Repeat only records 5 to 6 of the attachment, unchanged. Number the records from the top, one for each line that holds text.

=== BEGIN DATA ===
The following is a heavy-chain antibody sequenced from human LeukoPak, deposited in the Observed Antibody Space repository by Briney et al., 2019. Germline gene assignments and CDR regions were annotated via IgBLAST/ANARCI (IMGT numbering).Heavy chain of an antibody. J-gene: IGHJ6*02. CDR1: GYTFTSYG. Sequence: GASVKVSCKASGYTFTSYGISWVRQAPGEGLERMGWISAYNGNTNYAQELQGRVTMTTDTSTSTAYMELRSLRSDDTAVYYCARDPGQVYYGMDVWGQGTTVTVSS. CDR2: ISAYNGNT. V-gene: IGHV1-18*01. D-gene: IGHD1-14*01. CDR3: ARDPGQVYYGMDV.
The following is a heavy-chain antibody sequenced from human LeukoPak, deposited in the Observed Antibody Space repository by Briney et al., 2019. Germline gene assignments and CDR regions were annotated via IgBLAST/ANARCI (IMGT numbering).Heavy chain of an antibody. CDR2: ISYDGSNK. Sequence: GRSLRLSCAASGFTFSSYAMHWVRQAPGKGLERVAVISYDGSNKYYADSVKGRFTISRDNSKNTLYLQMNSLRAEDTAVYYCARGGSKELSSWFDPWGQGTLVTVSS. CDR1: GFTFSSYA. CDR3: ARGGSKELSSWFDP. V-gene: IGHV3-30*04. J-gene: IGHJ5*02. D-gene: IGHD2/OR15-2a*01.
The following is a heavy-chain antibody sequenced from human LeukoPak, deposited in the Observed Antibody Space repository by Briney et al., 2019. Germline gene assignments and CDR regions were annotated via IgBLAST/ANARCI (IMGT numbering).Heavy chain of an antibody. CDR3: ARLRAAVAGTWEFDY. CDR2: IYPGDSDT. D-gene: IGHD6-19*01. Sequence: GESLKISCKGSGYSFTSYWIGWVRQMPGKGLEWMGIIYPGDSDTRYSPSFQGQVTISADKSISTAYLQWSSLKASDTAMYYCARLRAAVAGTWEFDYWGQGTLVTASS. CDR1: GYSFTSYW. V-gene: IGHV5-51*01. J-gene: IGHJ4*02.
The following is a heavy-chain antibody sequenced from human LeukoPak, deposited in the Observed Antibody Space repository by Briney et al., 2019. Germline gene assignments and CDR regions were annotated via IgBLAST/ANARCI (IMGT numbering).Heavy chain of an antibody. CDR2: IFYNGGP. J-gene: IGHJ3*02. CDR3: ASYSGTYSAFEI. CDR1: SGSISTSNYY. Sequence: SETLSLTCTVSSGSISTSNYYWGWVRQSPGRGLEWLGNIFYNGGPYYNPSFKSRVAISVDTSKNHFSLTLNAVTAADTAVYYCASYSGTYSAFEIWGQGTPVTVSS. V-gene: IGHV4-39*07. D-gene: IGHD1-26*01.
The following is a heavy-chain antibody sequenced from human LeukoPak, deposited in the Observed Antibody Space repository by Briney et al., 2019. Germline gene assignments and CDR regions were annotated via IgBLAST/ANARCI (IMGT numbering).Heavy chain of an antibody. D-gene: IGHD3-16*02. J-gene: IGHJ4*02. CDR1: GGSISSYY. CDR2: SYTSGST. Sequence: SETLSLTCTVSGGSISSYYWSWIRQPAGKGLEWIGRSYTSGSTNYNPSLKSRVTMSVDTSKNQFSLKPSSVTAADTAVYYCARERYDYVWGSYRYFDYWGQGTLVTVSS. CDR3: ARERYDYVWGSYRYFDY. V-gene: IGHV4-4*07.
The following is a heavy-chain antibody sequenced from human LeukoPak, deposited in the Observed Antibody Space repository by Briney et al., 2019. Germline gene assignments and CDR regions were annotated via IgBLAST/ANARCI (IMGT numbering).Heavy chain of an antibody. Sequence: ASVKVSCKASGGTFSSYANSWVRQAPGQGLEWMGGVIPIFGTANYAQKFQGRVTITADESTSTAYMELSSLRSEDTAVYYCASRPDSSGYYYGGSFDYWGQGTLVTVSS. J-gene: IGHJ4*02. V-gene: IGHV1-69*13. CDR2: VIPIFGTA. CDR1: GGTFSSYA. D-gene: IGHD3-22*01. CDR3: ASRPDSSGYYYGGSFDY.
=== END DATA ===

The following is a heavy-chain antibody sequenced from human LeukoPak, deposited in the Observed Antibody Space repository by Briney et al., 2019. Germline gene assignments and CDR regions were annotated via IgBLAST/ANARCI (IMGT numbering).Heavy chain of an antibody. D-gene: IGHD3-16*02. J-gene: IGHJ4*02. CDR1: GGSISSYY. CDR2: SYTSGST. Sequence: SETLSLTCTVSGGSISSYYWSWIRQPAGKGLEWIGRSYTSGSTNYNPSLKSRVTMSVDTSKNQFSLKPSSVTAADTAVYYCARERYDYVWGSYRYFDYWGQGTLVTVSS. CDR3: ARERYDYVWGSYRYFDY. V-gene: IGHV4-4*07.
The following is a heavy-chain antibody sequenced from human LeukoPak, deposited in the Observed Antibody Space repository by Briney et al., 2019. Germline gene assignments and CDR regions were annotated via IgBLAST/ANARCI (IMGT numbering).Heavy chain of an antibody. Sequence: ASVKVSCKASGGTFSSYANSWVRQAPGQGLEWMGGVIPIFGTANYAQKFQGRVTITADESTSTAYMELSSLRSEDTAVYYCASRPDSSGYYYGGSFDYWGQGTLVTVSS. J-gene: IGHJ4*02. V-gene: IGHV1-69*13. CDR2: VIPIFGTA. CDR1: GGTFSSYA. D-gene: IGHD3-22*01. CDR3: ASRPDSSGYYYGGSFDY.